It’s that time of year: those infamous Santa Anas are blowing in: hot, dry, contributing to the danger of wildfires. Many of us in SoCal sense a psychological component to this weather feature, citing a rise in tension, frustration or restlessness while the Santa Anas are blowing. Inspired by an excellent piece from KCET –“The Devil Wind: A Brief History of the Santa Anas“– on the phenomenon, and how they figure in regional literature (often suspense, and crime writing–whether ficiton or nonfiction), we’re sharing some titles below that mention, or even highlight Santa Anas.
Two Years Before the Mast: A Personal Narrative of Life at Sea by Richard Henry Dana
In 1836, a “violent northeaster” forced the Pilgrim to pull up anchor from San Pedro harbor for shelter at Santa Catalina Island.
When doctors told Richard Henry Dana that an ocean voyage might halt his impending blindness, the nineteen-year-old Harvard undergraduate dropped out of school and became an ordinary deckhand on the brig Pilgrim. The perilous journey from Boston, begun in 1834, took the ailing yet determined youth past Cape Horn and around the Americas, concluding in the Mexican territory California.
This expedition inspired Two Years before the Mast, a first-hand account of the life of a common sailor” and a work that combines history, philosophy, and personal experience. Published in 1840, the book convincingly re-creates life at sea–the beauty and adventure but also the cold, danger, and backbreaking labor. Dana’s depiction of the inhuman conditions suffered by seamen at the hands of capricious, brutal, and even mad captains and ship owners was so stark that the book fueled urgent cries for reform. It also was deeply admired by Herman Melville, Dana’s most famous literary confidante.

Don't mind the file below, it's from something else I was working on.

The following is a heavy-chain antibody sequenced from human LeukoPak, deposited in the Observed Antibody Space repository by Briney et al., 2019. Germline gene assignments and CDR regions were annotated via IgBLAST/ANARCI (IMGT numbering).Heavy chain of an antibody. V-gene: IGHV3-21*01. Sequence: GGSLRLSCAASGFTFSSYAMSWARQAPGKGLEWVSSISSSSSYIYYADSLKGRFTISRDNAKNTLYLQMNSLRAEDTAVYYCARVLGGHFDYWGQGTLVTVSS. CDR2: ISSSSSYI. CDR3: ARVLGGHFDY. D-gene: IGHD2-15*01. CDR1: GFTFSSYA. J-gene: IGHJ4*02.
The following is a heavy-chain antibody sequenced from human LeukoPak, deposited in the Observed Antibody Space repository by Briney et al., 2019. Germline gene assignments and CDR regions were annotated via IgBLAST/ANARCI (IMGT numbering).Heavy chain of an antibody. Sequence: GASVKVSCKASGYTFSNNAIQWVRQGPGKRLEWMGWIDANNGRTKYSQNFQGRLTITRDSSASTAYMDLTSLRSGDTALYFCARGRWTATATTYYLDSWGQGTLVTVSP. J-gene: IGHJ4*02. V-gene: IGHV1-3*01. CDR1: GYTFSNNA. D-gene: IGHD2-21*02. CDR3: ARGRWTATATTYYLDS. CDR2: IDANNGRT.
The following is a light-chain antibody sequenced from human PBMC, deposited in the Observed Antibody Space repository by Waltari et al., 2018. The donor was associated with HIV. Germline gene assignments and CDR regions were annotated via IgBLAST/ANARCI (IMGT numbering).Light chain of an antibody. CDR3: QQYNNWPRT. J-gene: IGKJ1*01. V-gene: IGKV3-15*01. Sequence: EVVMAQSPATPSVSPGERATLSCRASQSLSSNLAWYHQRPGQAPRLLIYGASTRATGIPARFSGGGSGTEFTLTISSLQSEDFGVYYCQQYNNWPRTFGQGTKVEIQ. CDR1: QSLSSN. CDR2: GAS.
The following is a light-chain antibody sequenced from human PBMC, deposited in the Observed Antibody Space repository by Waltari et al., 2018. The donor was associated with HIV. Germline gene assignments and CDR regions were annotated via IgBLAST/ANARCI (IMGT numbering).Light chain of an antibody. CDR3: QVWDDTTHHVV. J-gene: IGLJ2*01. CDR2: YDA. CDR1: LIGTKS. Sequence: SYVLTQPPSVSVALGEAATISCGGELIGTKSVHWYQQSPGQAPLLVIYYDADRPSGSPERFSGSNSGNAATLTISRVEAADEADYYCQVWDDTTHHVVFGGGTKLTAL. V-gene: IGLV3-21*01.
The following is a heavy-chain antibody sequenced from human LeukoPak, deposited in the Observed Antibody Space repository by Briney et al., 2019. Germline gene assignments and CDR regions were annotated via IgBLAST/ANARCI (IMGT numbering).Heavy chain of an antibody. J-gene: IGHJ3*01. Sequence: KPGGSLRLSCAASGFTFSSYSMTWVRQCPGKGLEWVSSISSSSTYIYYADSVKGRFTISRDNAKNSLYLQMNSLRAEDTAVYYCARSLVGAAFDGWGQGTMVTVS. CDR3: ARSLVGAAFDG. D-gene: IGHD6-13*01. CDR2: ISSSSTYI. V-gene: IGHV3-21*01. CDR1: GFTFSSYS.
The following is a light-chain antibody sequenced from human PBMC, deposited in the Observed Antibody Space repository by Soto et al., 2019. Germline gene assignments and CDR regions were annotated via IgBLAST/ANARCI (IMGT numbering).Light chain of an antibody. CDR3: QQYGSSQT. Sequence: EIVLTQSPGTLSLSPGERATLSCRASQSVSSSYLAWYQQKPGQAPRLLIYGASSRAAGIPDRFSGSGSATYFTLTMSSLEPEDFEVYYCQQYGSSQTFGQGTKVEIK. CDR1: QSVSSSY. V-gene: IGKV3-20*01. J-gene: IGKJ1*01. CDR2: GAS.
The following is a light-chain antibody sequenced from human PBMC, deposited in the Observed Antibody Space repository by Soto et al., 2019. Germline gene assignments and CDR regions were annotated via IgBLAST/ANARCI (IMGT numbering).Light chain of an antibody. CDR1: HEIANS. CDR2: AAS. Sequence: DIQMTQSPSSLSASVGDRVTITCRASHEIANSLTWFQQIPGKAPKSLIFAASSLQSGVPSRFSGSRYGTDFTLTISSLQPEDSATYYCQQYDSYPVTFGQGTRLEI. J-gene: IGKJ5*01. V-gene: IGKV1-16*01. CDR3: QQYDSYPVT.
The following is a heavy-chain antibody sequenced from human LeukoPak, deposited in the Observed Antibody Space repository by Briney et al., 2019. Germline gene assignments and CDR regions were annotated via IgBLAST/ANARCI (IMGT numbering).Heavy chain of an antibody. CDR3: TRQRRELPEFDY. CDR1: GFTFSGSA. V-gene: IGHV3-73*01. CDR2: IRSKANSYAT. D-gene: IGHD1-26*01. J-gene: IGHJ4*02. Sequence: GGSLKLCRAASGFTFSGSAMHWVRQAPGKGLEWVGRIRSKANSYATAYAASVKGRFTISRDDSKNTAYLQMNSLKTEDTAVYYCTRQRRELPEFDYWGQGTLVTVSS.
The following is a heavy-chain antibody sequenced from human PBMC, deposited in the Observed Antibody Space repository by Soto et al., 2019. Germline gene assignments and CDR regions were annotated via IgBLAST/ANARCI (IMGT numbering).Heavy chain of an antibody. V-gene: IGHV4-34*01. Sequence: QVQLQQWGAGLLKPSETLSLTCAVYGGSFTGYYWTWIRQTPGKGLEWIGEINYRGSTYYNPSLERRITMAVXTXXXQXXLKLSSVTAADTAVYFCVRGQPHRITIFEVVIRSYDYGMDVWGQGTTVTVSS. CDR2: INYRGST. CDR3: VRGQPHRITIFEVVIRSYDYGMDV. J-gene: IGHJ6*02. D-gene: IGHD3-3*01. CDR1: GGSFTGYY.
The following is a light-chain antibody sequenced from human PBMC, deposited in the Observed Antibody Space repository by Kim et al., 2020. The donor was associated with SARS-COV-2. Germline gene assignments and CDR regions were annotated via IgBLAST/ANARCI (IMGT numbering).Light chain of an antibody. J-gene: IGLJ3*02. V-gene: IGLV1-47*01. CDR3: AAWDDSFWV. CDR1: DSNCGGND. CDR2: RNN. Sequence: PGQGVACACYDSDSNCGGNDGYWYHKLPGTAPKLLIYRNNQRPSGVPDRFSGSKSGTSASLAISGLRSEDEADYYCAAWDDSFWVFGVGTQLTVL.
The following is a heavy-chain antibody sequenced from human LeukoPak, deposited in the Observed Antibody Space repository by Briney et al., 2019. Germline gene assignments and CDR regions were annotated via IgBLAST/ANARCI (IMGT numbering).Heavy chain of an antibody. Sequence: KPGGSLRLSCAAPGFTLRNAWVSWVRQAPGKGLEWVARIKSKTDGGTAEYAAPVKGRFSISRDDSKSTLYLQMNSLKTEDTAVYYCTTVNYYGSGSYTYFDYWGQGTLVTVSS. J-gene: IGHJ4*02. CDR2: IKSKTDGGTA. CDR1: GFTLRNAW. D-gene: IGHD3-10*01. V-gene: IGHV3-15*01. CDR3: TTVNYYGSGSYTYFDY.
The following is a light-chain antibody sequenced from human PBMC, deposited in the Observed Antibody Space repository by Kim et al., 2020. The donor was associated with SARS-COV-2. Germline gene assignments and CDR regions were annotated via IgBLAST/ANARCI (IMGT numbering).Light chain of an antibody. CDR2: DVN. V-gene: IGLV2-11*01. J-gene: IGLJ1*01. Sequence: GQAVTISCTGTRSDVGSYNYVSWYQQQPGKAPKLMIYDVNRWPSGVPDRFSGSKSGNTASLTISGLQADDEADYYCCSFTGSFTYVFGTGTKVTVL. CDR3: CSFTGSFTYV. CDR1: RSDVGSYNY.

Dana eventually became a lawyer, devoting himself to fighting for the rights of sailors and slaves in court. He went on to help form the anti-slavery Free Soil Party, work for the federal government during the Civil War, and serve on the Massachusetts legislature.
“Red Wind,” in Collected Stories by Raymond Chandler
“There was a desert wind blowing that night. It was one of those hot dry Santa Anas that come down through the mountain passes and curl your hair and make your nerves jump and your skin itch. On nights like that, every booze party ends in a fight. Meek little wives feel the edge of the carving knife and study their husband’s necks. Anything can happen.”
The only complete edition of stories by the undisputed master of detective literature, collected here for the first time in one volume, including some stories that have been unavailable for decades.
When Raymond Chandler turned to writing at the age of forty-five, he began by publishing stories in pulp magazines such as “Black Mask” before later writing his famous novels. These stories are where Chandler honed his art and developed his uniquely vivid underworld, peopled with good cops and bad cops, informers and extortionists, lethally predatory blondes and redheads, and crime, sex, gambling, and alcohol in abundance. In addition to his classic hard-boiled stories–in which his signature atmosphere of depravity and violence swirls around the cool, intuitive loners whose type culminated in the famous detective Philip Marlowe–Chandler also turned his hand to fantasy and even a gothic romance.
This rich treasury of twenty-five stories shows Chandler developing the terse, laconic, understated style that would serve him so well in his later masterpieces, and immerses the reader in the richly realized fictional universe that has become an enduring part of our literary landscape